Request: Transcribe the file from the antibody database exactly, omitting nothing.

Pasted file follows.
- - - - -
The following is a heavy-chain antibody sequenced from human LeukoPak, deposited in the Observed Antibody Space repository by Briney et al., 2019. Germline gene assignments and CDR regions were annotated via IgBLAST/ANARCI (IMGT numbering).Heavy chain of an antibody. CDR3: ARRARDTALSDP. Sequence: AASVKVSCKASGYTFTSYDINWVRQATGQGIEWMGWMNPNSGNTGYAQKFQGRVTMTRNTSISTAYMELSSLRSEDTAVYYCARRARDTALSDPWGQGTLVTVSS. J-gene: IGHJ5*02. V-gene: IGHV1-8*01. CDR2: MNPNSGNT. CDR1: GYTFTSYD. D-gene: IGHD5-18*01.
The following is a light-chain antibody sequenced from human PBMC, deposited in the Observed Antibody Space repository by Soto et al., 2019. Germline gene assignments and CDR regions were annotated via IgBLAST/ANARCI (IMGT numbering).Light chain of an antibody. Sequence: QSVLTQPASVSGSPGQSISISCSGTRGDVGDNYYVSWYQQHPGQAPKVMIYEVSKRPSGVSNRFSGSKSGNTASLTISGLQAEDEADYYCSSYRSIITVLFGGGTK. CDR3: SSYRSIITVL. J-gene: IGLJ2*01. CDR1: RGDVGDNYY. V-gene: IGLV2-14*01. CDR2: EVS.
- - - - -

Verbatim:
The following is a heavy-chain antibody sequenced from human LeukoPak, deposited in the Observed Antibody Space repository by Briney et al., 2019. Germline gene assignments and CDR regions were annotated via IgBLAST/ANARCI (IMGT numbering).Heavy chain of an antibody. CDR3: ARRARDTALSDP. Sequence: AASVKVSCKASGYTFTSYDINWVRQATGQGIEWMGWMNPNSGNTGYAQKFQGRVTMTRNTSISTAYMELSSLRSEDTAVYYCARRARDTALSDPWGQGTLVTVSS. J-gene: IGHJ5*02. V-gene: IGHV1-8*01. CDR2: MNPNSGNT. CDR1: GYTFTSYD. D-gene: IGHD5-18*01.
The following is a light-chain antibody sequenced from human PBMC, deposited in the Observed Antibody Space repository by Soto et al., 2019. Germline gene assignments and CDR regions were annotated via IgBLAST/ANARCI (IMGT numbering).Light chain of an antibody. Sequence: QSVLTQPASVSGSPGQSISISCSGTRGDVGDNYYVSWYQQHPGQAPKVMIYEVSKRPSGVSNRFSGSKSGNTASLTISGLQAEDEADYYCSSYRSIITVLFGGGTK. CDR3: SSYRSIITVL. J-gene: IGLJ2*01. CDR1: RGDVGDNYY. V-gene: IGLV2-14*01. CDR2: EVS.